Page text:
Iowa farmers continue to battle invasive plant species in the field


University of Delaware Extension Specialist Mark VanGessel holds an uprooted Palmer amaranth plant. (University of Delaware Carvel REC/Flickr)
University of Delaware Extension Specialist Mark VanGessel holds an uprooted Palmer amaranth plant. (University of Delaware Carvel REC/Flickr)

Nick Fetty | January 8, 2015

Palmer amaranth, waterhemp, and other nuisance plant species continue to be growing problems for farmers in Iowa and neighboring states.

Weather and environmental conditions are two factors that have contributed to this problem. Droughts in 2013 forced farmers to delay application of herbicides and cool, wet conditions in 2014 further exacerbated the situation with problem weeds.

Waterhemp is “one of the most common weeds with which Midwest farmers must contend” according to data from the Purdue University Extension. Mike Owen – an Iowa State University Extension weed specialist – estimates that 85 percent of Iowa soy bean fields have waterhemp resistance.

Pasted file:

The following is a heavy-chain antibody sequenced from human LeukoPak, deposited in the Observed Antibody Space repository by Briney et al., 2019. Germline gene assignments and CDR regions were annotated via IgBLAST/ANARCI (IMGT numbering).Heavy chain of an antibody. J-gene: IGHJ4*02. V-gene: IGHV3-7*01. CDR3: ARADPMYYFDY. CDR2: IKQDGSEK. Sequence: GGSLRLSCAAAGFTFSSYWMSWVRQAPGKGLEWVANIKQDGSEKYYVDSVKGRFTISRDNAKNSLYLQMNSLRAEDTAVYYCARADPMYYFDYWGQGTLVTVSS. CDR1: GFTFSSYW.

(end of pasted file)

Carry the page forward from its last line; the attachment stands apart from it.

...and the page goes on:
In addition to waterhemp, Palmer amaranth has also caused issues for Iowa farmers. Instances of this bothersome weed have been reported in Page, Fremont and Harrison counties in the southwest part of the state in addition to Lee and Muscatine counties in the southeast. Owen said there are likely more unreported cases of Palmer amaranth in Iowa since it is prevalent in nearby states such as Illinois, Kansas, Missouri, and Nebraska.

Robert Hartzler – an Iowa State University Extension weed management specialist – does not believe that Palmer amaranth will be as devastating in Iowa as it has been in southern states. These weeds were largely unheard of prior to the 1980s when weed management practices changed.

Waterhemp and Palmer amaranth are similar in appearance and can often be difficult to differentiate.

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